As you have probably noticed, I haven’t been blogging lately. This is largely because I have been working on some other writing projects, which involves many hours spent in frustrated contemplation of a blank computer screen, which leaves me decidedly unmotivated to then embark on lengthy blog entries. Having just read this insufferably pompous, not to mention poorly argued, essay from William Saletan at Slate, I suddenly feel moved to emerge from my blog sabbatical.
Saletan is in full lecture mode, informing those of us who are happy about Obama’s recent decision regarding stem-cell research that we are now in real danger of losing our souls. He thinks he’s come up with a real humdinger of an analogy to drive home his point:
The best way to understand this peril is to look at an issue that has become the mirror image of the stem-cell fight. That issue is torture. On Jan. 22, Obama signed an executive order prohibiting interrogation methods used by the Bush administration to extract information from accused terrorists. “We can abide by a rule that says we don’t torture, but that we can still effectively obtain the intelligence that we need,” the president declared. “We are willing to observe core standards of conduct not just when it’s easy, but also when it’s hard.”
The next day, former Bush aide Karl Rove accused Obama of endangering the country by impeding interrogations of the enemy. “They don’t recognize we’re in a war,” said Rove. “In a war, you do not take tools that are working and stop using them and say we’ll get back to you in four months, six months, eight months, a year, and tell you what we’re going to do to replace this valuable tool which has helped keep America safe.”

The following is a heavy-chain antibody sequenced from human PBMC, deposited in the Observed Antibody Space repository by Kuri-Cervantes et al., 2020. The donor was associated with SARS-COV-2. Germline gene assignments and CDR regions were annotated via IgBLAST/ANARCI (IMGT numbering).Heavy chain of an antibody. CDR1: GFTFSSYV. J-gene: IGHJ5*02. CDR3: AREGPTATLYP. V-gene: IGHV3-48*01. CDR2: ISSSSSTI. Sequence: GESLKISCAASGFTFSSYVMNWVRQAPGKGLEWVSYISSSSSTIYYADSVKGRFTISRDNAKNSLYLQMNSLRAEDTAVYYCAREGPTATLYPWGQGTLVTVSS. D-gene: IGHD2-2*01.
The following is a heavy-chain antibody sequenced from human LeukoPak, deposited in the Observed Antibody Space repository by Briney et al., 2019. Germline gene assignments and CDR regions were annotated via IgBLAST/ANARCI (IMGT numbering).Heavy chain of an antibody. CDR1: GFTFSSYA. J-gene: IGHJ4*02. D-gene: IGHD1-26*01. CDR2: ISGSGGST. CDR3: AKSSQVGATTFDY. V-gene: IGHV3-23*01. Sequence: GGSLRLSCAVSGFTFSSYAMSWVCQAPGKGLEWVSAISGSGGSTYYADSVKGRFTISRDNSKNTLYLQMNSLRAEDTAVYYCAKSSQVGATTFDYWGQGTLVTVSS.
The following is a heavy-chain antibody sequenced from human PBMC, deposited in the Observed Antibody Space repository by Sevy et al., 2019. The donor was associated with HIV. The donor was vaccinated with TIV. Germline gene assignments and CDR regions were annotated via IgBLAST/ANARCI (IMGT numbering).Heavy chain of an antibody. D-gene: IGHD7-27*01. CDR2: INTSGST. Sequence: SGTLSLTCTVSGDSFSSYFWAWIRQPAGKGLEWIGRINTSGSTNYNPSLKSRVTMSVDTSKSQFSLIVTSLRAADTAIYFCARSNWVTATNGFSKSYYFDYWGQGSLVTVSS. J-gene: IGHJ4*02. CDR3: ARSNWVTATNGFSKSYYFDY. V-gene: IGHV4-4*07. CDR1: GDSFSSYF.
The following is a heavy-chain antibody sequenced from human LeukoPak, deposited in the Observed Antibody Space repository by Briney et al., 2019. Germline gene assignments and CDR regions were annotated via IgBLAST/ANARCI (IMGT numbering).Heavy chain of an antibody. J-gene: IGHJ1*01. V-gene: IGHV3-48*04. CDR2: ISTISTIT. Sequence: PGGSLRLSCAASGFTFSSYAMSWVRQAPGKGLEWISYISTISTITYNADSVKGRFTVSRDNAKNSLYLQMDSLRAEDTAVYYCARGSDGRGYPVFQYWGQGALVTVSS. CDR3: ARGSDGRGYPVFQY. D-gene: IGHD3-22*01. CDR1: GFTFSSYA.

To most of us, Rove’s attack is familiar and infuriating. We believe, as Obama does, that it’s possible to save lives without crossing a moral line that might corrupt us. We reject the Bush administration’s insistence on using all available methods rather than waiting for scrupulous alternatives. We see how Rove twists Obama’s position to hide the moral question and make Obama look obtuse and irresponsible.
The same Bush-Rove tactics are being used today in the stem-cell fight. But they’re not coming from the right. They’re coming from the left. Proponents of embryo research are insisting that because we’re in a life-and-death struggle–in this case, a scientific struggle–anyone who impedes that struggle by renouncing effective tools is irrational and irresponsible. The war on disease is like the war on terror: Either you’re with science, or you’re against it.
That is just about the dumbest thing I’ve ever read. We are not talking about “renouncing effective tools” in the abstract. We are talking about renouncing one specific tool: research on stem-cells taken from two-week old embryos. It is renouncing that specific tool that makes you irrational and irresponsible. The reason it makes you irrational and irresponsible is that the two-week old embryo is not a human being. It’s that simple. It is literally just a clump of cells. It is the height of moral confusion to think otherwise.
The embryo has no thoughts, no capacity for suffering, no consciousness. It has none of the attributes that distinguishes a human being from other sorts of life. Medical research on animals, which certainly have the capacity to suffer and arguably, at least in mammals, have limited consciousness, is far more morally problematic. Yet even here most people, myself included, are willing to swallow hard and tolerate it for the undeniable good such research does.